Money Matters - Simplified


Pope calls on astronauts at the ISS

In a first of its kind call, Pope Benedict XVI had a conversation with the astronauts aboard the International Space Station (ISS). Pope spoke with the astronauts for about twenty minutes from the library of the Vatican through a video link.

Conversation prevents cognitive decline in old age

Resorting to memory pills, mind games, or puzzles to prevent old age cognitive decline? If so, here's another alternative. A simple conversation with people you know boosts memory, states a new study.

Microsoft and Sentillion: A Progress Report on a Crucial Health IT Acquisition

It was a big day last February when Sentillion, the Andover, MA-based provider of health care software, announced its acquisition by Microsoft (Nasdaq: MSFT) was complete and that the company and its 110 employees (most of whom are in Massachusetts) would be folded into the technology giant's Health Solutions Group. The deal (exact terms of which have not been disclosed) is one of the largest health care acquisitions in Microsoft's history, and it plays a significant role in the Redmond, WA, software firm's overall strategy in health IT.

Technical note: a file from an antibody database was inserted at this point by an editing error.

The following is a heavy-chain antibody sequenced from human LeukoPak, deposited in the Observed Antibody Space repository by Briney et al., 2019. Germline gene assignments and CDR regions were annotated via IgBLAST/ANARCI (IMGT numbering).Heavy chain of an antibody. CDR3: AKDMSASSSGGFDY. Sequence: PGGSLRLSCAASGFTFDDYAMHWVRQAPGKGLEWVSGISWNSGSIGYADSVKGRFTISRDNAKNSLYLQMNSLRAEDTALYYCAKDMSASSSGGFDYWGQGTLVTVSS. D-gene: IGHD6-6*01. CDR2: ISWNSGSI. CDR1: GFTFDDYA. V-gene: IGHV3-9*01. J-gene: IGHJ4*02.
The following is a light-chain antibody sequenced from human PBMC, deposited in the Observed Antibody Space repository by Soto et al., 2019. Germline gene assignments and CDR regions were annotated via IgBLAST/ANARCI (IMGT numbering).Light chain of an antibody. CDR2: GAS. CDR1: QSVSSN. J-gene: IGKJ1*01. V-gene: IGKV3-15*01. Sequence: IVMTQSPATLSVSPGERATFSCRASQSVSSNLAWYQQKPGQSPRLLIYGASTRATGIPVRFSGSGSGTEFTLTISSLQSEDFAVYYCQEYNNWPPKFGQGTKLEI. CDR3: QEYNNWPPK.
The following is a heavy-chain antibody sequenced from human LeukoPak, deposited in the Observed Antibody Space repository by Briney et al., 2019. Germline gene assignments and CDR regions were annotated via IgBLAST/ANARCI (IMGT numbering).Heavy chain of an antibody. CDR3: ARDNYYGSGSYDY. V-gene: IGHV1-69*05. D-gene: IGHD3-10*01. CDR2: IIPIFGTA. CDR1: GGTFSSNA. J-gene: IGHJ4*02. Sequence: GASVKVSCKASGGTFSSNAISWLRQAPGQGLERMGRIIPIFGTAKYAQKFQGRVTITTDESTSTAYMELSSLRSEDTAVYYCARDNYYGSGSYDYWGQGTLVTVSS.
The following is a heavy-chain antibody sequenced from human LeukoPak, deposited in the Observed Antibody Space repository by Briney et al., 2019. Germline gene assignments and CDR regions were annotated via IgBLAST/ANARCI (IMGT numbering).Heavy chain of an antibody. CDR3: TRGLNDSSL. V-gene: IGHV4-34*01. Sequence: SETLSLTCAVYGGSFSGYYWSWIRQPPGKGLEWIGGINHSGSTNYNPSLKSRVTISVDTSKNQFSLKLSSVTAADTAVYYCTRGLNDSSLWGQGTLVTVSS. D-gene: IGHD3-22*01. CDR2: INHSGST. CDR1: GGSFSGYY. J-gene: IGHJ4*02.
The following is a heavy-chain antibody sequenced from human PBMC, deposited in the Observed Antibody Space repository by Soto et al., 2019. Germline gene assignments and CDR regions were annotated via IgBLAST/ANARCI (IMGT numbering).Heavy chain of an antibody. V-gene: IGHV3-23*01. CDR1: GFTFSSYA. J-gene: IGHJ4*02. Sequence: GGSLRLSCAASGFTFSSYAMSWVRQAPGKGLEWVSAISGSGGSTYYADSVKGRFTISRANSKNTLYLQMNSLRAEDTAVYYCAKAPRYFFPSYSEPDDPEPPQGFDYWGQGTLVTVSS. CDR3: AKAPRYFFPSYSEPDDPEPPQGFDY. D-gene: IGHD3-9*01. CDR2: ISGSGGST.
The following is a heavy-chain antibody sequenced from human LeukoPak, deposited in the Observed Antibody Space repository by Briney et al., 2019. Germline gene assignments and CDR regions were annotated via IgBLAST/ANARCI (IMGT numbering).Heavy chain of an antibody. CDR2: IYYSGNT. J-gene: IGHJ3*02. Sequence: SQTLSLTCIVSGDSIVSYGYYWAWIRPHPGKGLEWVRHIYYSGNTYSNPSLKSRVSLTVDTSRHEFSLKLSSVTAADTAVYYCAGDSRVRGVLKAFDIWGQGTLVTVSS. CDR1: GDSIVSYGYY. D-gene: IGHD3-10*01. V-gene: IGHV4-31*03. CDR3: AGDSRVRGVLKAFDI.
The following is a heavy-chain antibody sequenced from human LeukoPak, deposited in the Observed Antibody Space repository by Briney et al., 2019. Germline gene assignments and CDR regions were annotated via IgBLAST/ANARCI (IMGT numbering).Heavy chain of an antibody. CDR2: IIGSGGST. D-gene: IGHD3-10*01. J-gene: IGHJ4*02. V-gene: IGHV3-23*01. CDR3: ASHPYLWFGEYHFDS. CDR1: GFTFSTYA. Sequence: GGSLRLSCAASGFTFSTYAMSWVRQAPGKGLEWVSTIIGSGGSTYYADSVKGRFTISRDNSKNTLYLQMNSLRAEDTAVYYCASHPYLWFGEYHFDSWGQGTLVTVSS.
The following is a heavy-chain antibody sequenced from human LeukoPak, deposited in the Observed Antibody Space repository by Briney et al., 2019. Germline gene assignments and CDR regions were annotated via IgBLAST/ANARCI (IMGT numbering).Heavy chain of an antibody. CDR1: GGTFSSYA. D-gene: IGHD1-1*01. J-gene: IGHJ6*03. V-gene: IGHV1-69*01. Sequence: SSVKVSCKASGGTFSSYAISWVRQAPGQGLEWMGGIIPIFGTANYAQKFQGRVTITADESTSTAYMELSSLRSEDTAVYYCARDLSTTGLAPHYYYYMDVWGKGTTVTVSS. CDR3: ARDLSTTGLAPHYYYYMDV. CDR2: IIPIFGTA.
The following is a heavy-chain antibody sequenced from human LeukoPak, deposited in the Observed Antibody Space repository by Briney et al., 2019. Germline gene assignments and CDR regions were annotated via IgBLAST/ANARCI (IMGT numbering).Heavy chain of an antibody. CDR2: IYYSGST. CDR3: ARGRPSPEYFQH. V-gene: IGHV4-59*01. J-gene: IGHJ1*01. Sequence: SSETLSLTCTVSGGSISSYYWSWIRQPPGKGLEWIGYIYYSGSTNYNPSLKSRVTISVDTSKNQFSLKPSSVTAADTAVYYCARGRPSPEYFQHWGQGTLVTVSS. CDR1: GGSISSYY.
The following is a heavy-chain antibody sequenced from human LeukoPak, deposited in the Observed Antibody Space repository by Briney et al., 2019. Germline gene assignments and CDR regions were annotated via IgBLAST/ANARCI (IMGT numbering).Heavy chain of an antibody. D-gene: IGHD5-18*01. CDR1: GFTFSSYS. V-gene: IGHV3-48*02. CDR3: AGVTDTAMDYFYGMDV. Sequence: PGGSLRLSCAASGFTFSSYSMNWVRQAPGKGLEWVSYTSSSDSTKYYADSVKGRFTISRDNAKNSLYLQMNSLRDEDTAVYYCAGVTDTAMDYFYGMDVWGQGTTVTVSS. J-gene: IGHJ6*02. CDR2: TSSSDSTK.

Conversations With a Nigerian Scam Artist

 The following series of emails attempts to playfully document one of the world's most infamous cons: the Nigerian Email Scam, aka the 419 scam, aka the advance-fee fraud.

Conversations can 'couple' brain patterns

Princeton, N.J. -- Some people in conversation with each other truly have a meeting of the minds as their brain patterns fall into step with each other, researchers say.

Scientists at Princeton University in New Jersey performed MRI brain scans of volunteers as they listened to a woman recounting a story and discovered a "coupling" phenomenon, a study published by the National Academy of Sciences said.

The scans showed that the listeners' brain patterns tracked those of the storyteller almost exactly, though trailing 1 to 3 seconds behind.

"We found that the participants' brains became intimately coupled during the course of the 'conversation,'" Princeton's Uri Hasson said, "with the responses in the listener's brain mirroring those in the speaker's."